Is Evergrande really Lehman Brother’s moment in China?


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As US President Biden recently returned from his trip to Asia, there was one country he did not visit that has significant global economic implications; China. The Great Recession and the Asian Financial Crisis are still fresh in many people’s minds and a possible global recession is looming given geopolitical tensions, lockdowns in China due to a global pandemic, coupled with the fact that the Chinese group Evergrande could default on its debt. This month, Evergrande’s onshore unit won approval from bondholders to extend payments originally due May 6 on two yuan notes by six months, according to documents filed with the Shanghai Stock Exchange. The conglomerate will unveil a debt restructuring proposal to its creditors by the end of July, but the reputational damage is already done.

One can’t help but wonder “Is this another Lehman Brothers moment?” While defaults by Evergrande, Shimao and other property developers could lead to an economic slowdown and the loss of over 250 million Chinese jobs, there is one more thing that can stop it, the Chinese government. The Chinese Communist Party (CCP) has been able to create a well-planned response and unite people behind a common cause.

In 2008, Lehman Brothers Holdings Inc. officially filed for bankruptcy. Driven by risky investments, wild speculation and the belief that the real estate market could not decline. This singular event catalyzed the Great Recession, responsible for an estimated $10 trillion in lost economic output. The global economy has finally recovered, but many people’s homes and retirement savings are gone forever. Since December 6, 2021, China Evergrande Group has been in technical default. Many fear this will lead to the collapse of China’s property market and wipe out billions of generational wealth. These similarities have led people to call this the collapse of Lehman Brothers in China, but is that really the case?

The US housing crash and economic response can provide important lessons for China. Its response ultimately led to economic recovery and has been the subject of extensive analysis over the past decade. One possible program that could be of significant interest is the Troubled Asset Release Program (TAR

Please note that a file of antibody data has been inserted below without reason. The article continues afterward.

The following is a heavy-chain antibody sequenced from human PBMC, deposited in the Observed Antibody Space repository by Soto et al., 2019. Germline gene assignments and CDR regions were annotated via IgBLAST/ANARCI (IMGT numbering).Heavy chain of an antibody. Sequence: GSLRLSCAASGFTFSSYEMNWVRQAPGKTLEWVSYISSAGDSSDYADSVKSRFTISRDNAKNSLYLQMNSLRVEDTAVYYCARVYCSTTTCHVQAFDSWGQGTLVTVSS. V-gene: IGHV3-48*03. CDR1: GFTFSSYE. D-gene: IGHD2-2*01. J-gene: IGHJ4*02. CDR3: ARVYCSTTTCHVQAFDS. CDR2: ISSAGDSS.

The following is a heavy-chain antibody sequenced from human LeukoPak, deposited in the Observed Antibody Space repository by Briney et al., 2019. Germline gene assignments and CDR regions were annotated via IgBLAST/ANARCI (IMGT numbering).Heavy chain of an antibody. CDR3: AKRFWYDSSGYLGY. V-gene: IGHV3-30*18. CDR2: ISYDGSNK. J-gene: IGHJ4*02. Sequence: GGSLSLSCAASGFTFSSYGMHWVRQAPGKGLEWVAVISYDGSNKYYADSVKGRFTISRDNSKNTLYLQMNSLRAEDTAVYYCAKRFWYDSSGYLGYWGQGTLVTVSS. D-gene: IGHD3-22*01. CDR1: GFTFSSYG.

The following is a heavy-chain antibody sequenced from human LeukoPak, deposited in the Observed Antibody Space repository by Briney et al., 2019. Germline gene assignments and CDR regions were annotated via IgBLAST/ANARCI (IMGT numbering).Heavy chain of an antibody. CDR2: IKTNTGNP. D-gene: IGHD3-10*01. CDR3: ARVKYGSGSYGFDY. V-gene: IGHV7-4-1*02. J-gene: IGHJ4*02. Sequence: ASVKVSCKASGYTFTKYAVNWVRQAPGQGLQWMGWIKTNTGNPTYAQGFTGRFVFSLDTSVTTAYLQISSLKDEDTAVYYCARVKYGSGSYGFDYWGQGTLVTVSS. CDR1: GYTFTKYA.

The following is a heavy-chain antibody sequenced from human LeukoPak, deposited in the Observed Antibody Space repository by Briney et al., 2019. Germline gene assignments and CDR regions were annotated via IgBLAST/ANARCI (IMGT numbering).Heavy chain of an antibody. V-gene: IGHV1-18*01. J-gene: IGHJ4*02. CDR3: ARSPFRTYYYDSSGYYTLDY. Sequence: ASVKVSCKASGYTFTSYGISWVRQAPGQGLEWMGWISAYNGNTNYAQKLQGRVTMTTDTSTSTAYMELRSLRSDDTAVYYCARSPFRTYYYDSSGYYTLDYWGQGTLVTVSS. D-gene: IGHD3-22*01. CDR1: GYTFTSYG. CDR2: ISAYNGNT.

AR
P). Essentially, the Federal Reserve would invest in failing institutions through corporate stocks and preferred stocks with guaranteed dividends. A TARP program in China could have a high chance of success. By targeting loans with the highest probability of default, they could stabilize these promoters. A priority item would be to complete the delivery of the apartments they have already sold, but not yet built.

The Chinese government has provided mixed messages in helping Evergrande. Beijing has been reluctant to offer unequivocal support for fear of a public backlash from individuals who might also want a bailout. However, at other times the CCP has stepped in and taken more control over the Evergrande Group, which it may also do with other developers for fear of public unrest over the housing crisis. China has seen protests, a rare occurrence in China, outside the Evergrande Group headquarters in Shenzhen, underscoring people’s outrage at the situation, and the current lockdowns in China have only fueled that anger. In China, homes can easily account for 45% of a household’s net worth. In some Tier Three and Tier Four cities, it’s closer to 70%, compared to just 27% in the United States.

Where potential defaults could continue is in the $20 billion of foreign bonds. After a group of international investors threatened to go ahead with legal action that could include the liquidation of the company’s assets, several banks decided to seize $2 billion from one of the principal subsidiaries of Evergrande on March 22. This could make the situation even worse, Evergrande has already replied. that they “sincerely request all offshore creditors to grant us more time”. Debts and deliverables to Chinese investors have been prioritized, and foreign investors will either have to wait or possibly write off the losses as bad debts.

Real estate accounts for around 25% of China’s GDP and has been a key driver of growth. Beijing must strike the right balance between supporting Evergrande while avoiding moral hazard in which the government bails out any company that fails to repay its debt. Lessons learned from the US financial crisis will show what works and what perpetuates a corrupt system. While prioritizing the realization of the investments made, the CCP should support companies by helping them restructure debt and promoting better governance and reporting mechanisms. With a focus on common Chinese investors and in line with President Xi’s “common prosperity” theme, Beijing must develop an environment that fosters more trust, transparency and engenders fiscal responsibility.

Earl Carr is founder and managing director of CJPA Global Advisors and publisher of the new book, “From Trump to Biden and Beyond: Reimagining US-China Relations.” Mr. Carr is also an Adjunct Instructor at NYU’s Center for Global Affairs.

Special thanks to James Hinote, Geopolitical Analyst at CGPA Global Advisors for his exceptional research and writing skills, and to Pengyu Lu, Senior Advisor at CJPA Global Advisors, for providing a timeline of events.

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